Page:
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Safety gains for upper South Island highways


NZ Transport Agency – Southern Region

22 November 2012


Safety gains for upper South Island highways

Result in the updated KiwiRAP New Zealand road risk-ratings launched today show an improving road safety picture over the last five years on state highways in Canterbury, the West Coast, Tasman and the Nelson/ Marlborough region.

KiwiRAP is an internationally recognised road assessment programme that identifies state highways where crash risks are highest, so that safety improvements can be better targeted. KiwiRAP is supported in New Zealand by the NZ Transport Agency (NZTA), the New Zealand Automobile Association (AA), the Ministry of Transport, New Zealand Police and the Accident Compensation Corporation (ACC).

NZ Transport Agency (NZTA) Canterbury-West Coast State highways Manager Colin Knaggsn, says over 80 percent of State highways in these regions are now in the Medium Low or Low collective KiwiRap risk bands. There were no high collective risk highways in these regions.

The KiwiRAP ratings cover High, Medium-High, Medium, Low-Medium and Low risk bands measured for two key categories:

Collective Risk ratings are based on the total number of fatal and serious injury crashes over a section of road, otherwise known as ‘crash-density’.
Personal Risk ratings are based on the total number of fatal and serious injury crashes per kilometre driven over the same section of road. They measure the ‘relative risk’ to an individual driver of being involved in a crash, relation to that road’s traffic volume.

Fatal and serious injury crashes on rural state highways in the Canterbury/ West Coast, Tasman and Nelson/Marlborough regions has decreased from X in 2002-2006 to X in 2007-2011.

Mr Knaggs said KiwiRAP is a powerful tool for increasing public awareness that not all roads are equal. This can help road users to know where they need to take more care in some areas in comparison with others, including always driving to the conditions. This relates directly to the ‘Safe System’ approach (part of the Safer Journeys strategy), that focuses on safe speeds and safe vehicles and recognises that drivers do make mistakes in its ‘safe road users’ focus.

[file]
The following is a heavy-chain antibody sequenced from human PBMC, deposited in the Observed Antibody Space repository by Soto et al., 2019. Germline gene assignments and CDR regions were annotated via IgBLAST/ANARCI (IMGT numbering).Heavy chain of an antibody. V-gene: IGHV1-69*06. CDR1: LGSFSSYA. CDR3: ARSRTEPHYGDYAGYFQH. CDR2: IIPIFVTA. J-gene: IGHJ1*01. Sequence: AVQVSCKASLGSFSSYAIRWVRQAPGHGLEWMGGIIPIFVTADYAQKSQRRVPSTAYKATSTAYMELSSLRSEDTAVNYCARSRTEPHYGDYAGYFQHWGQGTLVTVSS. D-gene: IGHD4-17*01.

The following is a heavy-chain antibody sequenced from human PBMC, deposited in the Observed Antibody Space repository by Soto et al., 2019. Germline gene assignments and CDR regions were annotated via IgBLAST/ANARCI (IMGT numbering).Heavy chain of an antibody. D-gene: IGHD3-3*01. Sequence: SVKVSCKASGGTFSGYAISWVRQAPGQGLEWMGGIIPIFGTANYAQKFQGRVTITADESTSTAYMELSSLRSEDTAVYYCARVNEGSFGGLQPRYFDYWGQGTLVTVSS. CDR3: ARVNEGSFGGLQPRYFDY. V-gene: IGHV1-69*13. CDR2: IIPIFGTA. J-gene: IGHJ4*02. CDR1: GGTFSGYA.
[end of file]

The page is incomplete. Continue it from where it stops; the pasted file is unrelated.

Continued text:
Another focus is on ‘safer roads and roadsides’ that ties in with the NZTA’s ongoing assessment of the highway network and our safety improvement work. Where crashes happen the Agency works to minimise their impact through various measures such crash barriers or removing road side hazards such as trees he said.

Colin Knaggs said while around the majority of highways Canterbury/ West Coast, Tasman and Nelson/Marlborough highways are in the Medium Low, or Low collective risk bands, other have scope for improvement. One of these is State highway 1 between Waipapra and Kaikoura with its medium-high collective risk rating. Just over 80% of crashes on this section of busy highway involve the driver losing control.

The NZTA had made a major investment in safety improvement work on this highway over the last ten years, ranging from improving road alignments to extending slow vehicle passing bays. Further work is planned, including realigning the highway south of the Conway River Bridge and safety retro fitting work near Kaikoura and at the Conway Bluffs Mr Knaggs said.


For more information and to download a regional highlights document see www.kiwirap.org.nz

For more information about the Safe System approach to road safety see http://www.nzta.govt.nz/network/operating/safely/safer-roads/index.html


Ends


Below are the fatal and serious injury crash figures for Canterbury for the last ten years


Canterbury:
2002-2006 = 329 F&S Crashes
2007-2011 = 356 F&S Crashes

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